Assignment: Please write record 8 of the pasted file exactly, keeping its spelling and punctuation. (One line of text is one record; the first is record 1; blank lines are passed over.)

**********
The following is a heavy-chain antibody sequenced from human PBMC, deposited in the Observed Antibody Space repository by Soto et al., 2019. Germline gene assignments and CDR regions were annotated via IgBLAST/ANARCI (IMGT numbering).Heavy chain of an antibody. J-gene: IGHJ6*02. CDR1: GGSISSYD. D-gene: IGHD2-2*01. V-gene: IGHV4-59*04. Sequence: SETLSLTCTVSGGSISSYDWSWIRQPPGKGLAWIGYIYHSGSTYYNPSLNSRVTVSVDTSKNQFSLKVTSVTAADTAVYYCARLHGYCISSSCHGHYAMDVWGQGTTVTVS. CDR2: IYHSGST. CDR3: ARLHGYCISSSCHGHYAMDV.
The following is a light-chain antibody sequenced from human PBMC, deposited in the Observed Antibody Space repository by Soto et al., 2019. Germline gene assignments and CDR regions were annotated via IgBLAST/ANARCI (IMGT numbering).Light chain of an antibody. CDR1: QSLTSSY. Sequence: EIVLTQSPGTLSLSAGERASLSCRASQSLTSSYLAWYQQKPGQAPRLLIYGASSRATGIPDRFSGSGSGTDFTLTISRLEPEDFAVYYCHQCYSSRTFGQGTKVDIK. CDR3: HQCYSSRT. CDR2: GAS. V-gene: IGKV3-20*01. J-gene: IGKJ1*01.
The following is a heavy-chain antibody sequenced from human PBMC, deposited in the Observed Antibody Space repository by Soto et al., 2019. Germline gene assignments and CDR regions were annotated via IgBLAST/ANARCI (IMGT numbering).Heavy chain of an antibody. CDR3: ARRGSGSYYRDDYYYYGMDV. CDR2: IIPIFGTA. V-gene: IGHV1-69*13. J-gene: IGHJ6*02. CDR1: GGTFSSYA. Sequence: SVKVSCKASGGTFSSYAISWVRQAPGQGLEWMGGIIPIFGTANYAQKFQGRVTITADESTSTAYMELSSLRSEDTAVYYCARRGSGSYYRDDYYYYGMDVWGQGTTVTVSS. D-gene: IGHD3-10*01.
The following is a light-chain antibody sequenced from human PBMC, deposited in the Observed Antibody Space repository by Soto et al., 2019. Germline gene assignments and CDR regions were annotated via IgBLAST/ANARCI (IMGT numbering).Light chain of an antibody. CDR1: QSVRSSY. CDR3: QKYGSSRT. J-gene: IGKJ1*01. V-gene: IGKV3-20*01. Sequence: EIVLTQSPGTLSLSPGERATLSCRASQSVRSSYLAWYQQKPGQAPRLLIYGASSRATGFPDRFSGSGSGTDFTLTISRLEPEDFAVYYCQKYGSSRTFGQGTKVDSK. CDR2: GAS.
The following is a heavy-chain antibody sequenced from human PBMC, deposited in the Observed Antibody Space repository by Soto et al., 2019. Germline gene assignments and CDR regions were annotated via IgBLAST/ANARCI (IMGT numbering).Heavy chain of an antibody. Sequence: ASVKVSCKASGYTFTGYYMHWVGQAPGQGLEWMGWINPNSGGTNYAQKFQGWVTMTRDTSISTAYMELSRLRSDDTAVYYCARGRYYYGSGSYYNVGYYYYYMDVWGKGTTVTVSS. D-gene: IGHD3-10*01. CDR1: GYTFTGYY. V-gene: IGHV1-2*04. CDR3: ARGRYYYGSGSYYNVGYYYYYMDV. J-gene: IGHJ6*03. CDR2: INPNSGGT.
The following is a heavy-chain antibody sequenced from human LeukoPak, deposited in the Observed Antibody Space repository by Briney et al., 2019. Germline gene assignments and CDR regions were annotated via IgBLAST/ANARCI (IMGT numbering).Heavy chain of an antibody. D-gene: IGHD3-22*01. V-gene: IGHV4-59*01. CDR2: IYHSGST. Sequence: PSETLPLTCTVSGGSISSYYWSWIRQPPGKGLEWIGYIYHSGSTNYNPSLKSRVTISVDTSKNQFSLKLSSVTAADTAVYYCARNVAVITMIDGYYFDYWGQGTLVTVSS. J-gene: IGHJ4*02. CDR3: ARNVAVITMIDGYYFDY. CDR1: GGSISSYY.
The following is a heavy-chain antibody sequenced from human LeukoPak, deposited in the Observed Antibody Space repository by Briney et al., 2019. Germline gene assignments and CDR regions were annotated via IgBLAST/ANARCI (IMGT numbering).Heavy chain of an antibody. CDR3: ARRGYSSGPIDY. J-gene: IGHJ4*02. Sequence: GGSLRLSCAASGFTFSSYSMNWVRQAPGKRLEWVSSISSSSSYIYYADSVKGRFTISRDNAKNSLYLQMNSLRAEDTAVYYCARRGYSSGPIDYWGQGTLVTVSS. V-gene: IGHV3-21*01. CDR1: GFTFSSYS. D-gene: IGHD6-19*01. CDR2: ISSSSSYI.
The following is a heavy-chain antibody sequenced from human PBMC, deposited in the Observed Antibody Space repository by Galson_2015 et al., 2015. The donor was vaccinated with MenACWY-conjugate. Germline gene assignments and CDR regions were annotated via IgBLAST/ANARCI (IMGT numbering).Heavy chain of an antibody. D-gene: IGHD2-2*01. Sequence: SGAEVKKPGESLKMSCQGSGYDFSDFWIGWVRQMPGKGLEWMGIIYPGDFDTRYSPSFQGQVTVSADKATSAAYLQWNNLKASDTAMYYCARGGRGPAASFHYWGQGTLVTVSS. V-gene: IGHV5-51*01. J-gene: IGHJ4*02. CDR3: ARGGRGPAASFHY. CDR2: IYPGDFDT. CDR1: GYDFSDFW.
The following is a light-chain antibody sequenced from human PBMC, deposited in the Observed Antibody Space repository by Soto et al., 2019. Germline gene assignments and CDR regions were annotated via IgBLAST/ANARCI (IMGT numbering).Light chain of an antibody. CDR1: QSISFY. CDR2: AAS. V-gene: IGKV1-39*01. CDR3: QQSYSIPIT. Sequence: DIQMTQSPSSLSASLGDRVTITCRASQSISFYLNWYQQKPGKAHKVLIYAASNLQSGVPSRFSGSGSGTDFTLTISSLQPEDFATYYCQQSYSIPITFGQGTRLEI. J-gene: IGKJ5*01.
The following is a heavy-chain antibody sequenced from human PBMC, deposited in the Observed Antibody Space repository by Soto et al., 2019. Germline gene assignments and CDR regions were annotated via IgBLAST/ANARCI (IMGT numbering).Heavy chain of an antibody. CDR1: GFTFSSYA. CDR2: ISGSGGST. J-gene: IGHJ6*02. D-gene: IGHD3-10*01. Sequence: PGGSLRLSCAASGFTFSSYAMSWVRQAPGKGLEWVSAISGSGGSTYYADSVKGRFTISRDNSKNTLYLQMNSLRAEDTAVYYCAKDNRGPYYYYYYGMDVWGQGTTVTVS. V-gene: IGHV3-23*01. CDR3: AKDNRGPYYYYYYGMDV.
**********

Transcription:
The following is a heavy-chain antibody sequenced from human PBMC, deposited in the Observed Antibody Space repository by Galson_2015 et al., 2015. The donor was vaccinated with MenACWY-conjugate. Germline gene assignments and CDR regions were annotated via IgBLAST/ANARCI (IMGT numbering).Heavy chain of an antibody. D-gene: IGHD2-2*01. Sequence: SGAEVKKPGESLKMSCQGSGYDFSDFWIGWVRQMPGKGLEWMGIIYPGDFDTRYSPSFQGQVTVSADKATSAAYLQWNNLKASDTAMYYCARGGRGPAASFHYWGQGTLVTVSS. V-gene: IGHV5-51*01. J-gene: IGHJ4*02. CDR3: ARGGRGPAASFHY. CDR2: IYPGDFDT. CDR1: GYDFSDFW.